1. Ralph Savage // 22 May 2013 at 10:57 am // Reply

    This just in from Deloitte: 22nd May 2013

    UK motor insurers are struggling to make a profit on car insurance premiums, according to Deloitte, the business advisory firm.

    Figures presented at Deloitte’s 23rd Annual Motor Insurance Seminar show that total motor insurance premiums in 2012 were worth £13.1bn, about £200m lower than in 2011. Between 2009 and 2011 the total value of premiums rose by nearly £2bn taking the market from £11.4bn to £13.3bn.

    Insurers in 2012 posted a net combined ratio* of 105%, which means the combined cost of claims and expenses was £105 for every £100 of net earned premium. This is a slight improvement on 2011 when the net combined ratio was 106%.

    James Rakow, insurance partner at Deloitte, said:

    “2012 saw premiums fall by an estimated 1.5% at a market level and may well mark the top of the underwriting cycle. Based on a Deloitte survey, motor insurance premiums are likely to fall for the remainder of 2013, which consumers will welcome. In the past, once the market starts lowering premiums it has been difficult to reverse the trend.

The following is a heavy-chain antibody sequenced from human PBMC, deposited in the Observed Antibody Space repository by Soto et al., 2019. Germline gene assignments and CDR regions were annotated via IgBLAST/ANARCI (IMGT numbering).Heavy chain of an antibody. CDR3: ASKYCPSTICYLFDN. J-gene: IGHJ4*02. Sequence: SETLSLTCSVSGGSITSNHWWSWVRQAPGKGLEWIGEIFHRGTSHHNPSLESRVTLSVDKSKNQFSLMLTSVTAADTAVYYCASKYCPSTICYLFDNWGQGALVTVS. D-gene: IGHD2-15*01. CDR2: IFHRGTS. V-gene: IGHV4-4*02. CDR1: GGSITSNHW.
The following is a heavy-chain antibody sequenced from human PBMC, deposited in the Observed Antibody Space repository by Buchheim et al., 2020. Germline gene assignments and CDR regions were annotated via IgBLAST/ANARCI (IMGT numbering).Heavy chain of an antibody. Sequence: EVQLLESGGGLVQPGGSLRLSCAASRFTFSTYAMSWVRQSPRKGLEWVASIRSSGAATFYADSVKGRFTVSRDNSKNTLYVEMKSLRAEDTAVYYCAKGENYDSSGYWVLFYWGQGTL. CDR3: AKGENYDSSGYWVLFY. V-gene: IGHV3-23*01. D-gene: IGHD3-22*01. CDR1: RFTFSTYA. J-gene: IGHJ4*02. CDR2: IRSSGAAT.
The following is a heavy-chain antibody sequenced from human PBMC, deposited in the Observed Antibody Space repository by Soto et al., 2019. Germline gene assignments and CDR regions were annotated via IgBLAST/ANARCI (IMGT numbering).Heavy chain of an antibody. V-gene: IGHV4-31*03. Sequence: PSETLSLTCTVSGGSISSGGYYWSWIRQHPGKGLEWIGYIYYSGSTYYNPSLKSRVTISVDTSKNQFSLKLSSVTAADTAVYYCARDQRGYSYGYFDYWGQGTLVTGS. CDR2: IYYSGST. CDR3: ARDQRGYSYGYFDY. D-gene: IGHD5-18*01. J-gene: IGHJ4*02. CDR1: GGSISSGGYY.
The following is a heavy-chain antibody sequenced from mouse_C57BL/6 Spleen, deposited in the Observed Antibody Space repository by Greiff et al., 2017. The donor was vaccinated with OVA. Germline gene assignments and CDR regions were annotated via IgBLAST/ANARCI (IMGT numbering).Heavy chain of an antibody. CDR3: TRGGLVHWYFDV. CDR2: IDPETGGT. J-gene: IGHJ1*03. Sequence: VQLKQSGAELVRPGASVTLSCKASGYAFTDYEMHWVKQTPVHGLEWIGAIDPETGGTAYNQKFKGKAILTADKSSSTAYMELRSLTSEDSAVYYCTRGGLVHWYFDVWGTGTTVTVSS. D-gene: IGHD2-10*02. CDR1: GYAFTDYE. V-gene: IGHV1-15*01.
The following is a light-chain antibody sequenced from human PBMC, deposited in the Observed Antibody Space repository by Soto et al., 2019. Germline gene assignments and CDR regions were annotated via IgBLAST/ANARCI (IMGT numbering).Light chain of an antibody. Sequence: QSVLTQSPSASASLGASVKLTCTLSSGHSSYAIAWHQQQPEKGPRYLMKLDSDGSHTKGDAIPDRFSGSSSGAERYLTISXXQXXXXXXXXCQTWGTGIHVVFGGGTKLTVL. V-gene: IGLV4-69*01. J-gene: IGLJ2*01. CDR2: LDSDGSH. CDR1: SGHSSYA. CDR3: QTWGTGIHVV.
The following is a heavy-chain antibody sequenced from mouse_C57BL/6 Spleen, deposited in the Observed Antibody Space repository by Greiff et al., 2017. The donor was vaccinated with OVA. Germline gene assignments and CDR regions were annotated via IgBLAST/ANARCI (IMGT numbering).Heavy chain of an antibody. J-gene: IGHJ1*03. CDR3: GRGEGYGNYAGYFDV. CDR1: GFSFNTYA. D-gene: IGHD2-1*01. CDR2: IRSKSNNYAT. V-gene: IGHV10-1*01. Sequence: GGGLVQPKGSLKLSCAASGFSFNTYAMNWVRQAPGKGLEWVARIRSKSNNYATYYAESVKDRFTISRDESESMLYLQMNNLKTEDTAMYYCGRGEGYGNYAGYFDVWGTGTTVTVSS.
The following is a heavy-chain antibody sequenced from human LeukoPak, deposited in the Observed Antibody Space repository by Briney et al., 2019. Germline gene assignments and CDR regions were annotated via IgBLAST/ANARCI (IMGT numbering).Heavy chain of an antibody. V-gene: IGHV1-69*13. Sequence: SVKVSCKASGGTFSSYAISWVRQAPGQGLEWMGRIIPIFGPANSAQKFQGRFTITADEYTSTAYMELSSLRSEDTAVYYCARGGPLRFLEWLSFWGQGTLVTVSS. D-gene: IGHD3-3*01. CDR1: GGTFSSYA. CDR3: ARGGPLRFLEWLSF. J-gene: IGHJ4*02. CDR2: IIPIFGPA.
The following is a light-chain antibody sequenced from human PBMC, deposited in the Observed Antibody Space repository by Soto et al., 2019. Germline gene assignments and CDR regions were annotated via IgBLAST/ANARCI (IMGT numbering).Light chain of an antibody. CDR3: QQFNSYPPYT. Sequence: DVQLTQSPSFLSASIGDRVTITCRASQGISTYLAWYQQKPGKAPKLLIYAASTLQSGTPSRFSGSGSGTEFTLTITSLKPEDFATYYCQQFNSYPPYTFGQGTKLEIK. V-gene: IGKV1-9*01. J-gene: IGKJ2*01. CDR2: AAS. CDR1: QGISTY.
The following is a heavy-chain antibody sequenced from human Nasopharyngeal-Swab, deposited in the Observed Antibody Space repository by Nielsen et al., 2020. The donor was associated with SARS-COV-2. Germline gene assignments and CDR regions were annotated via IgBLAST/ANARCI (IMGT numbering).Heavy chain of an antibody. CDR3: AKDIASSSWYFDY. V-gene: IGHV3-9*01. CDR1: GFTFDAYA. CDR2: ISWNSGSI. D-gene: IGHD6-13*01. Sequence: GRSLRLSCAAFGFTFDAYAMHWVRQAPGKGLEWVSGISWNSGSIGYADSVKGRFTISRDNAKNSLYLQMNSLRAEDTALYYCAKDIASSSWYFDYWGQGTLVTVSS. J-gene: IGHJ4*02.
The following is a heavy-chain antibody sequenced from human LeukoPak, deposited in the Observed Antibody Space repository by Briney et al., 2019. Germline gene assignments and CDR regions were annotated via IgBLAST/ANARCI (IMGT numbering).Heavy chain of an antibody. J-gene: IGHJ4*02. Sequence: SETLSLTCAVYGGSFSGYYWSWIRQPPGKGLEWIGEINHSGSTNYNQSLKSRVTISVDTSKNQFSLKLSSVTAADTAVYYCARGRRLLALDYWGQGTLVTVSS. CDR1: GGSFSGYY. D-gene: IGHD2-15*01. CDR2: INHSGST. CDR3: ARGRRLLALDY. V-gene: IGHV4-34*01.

“During the period before the start of the financial crisis, insurers could rely on investment returns to make up the difference between premiums and outgoings. Now they will have to generate their profits from core underwriting or additional income from selling features to policies such as breakdown cover and legal assistance.”

    Legal changes enacted on 1 April 2013 will affect the UK personal injury claims landscape, reducing both the cost and frequency of bodily injury claims. In theory this should improve profitability for UK motor insurers. However, this is unlikely to happen in practice as the industry continues its price cutting and passes the benefit of the changes to policyholders.